Room 473-B
State House
Boston, MA 02133
Telephone: (617) 722-2230
District Office
585A Main St.
Winchester, MA 01890
Telephone: (617) 721-7285 or (617) 438-7185

A View from the Hill

CONTACT: Tommy Voltero (617) 722-2240


My grandmother always told us that nothing in this world was free. Although she probably did not know it at the time, my grandmother was stating one of the founding principles of our great Republic. The United States of America came to be as a result of the tireless efforts of men and women who fought to change the status quo. Had they sat back and permitted the British government to continue its occupation, hoping that "things would change someday," the Union Jack would be flying atop every building and we would be toasting the Queen Mother's 100th birthday with tea and crumpets in hand!

Fortunately, things did not work out that way. People did rise up and challenge the power structure, and in doing so they created what none of them could have done individually: a country in which "all men are created equal." Regrettably, however, Thomas Jefferson forgot to include something important in that famous first sentence of the Declaration of Independence: women.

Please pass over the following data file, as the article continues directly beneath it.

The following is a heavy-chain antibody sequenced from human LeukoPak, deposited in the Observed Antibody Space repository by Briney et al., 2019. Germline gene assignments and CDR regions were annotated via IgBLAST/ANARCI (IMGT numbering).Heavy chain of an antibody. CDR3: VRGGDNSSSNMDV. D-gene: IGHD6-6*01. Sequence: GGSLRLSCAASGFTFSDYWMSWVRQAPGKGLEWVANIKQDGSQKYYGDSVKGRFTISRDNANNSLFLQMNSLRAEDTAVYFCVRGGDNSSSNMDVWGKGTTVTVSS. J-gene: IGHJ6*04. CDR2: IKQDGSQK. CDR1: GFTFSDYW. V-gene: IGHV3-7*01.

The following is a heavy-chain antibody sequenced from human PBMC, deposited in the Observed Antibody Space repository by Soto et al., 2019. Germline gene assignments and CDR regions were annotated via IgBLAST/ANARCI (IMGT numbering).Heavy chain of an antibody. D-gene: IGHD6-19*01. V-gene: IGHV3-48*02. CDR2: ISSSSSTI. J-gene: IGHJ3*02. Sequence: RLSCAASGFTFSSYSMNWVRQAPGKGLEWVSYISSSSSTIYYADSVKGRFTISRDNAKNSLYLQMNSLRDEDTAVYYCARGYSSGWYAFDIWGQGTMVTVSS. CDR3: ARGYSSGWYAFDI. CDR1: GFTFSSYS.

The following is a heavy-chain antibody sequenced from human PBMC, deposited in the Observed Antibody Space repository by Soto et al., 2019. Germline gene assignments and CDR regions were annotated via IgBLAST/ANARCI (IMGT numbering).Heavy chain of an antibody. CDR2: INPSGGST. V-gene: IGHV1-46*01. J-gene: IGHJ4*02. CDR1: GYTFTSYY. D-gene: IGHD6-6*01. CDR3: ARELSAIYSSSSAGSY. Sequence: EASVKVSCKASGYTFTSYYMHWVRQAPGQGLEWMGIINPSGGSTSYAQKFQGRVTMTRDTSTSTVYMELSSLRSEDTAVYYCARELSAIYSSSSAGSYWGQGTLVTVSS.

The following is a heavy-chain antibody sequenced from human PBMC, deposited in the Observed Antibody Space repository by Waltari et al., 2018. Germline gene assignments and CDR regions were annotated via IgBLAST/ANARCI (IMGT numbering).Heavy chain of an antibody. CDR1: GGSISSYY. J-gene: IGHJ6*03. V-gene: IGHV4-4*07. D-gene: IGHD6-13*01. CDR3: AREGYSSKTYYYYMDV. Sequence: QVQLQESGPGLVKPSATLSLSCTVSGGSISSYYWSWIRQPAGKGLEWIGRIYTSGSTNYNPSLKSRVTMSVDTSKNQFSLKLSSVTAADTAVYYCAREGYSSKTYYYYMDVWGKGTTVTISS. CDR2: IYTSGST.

The year 2000 marks the 80th anniversary of the 19th Amendment and it is only appropriate that we recognize the accomplishments of women in their fight to win what was never given to them for free: equal rights. Like most struggles for equality, the women's movement has been long and arduous. For centuries, women have been battling age-old prejudices embedded in the social fabric such as: the belief that it was a waste of time and money to educate daughters; that one's wife was personal property; and that politics were reserved for only those with a Y chromosome.

In response to these obstacles that were blocking the road to liberty, impassioned patriots like Susan B. Anthony and Elizabeth Cady Stanton united with all women in the 19th century to spark a flame of protest that engulfed our nation. The fire they ignited would never be put out. Anthony was an outspoken advocate for both abolition and women's rights. In 1872 she led a group of women to the polls in Rochester, N.Y. to test women's right to vote under the 14th Amendment. The authorities, who apparently did not concur with Anthony's interpretation of the law, arrested her on the spot. This event, coupled with Anthony's constant muckraking, inspired other women to follow suit and take a stand for equality.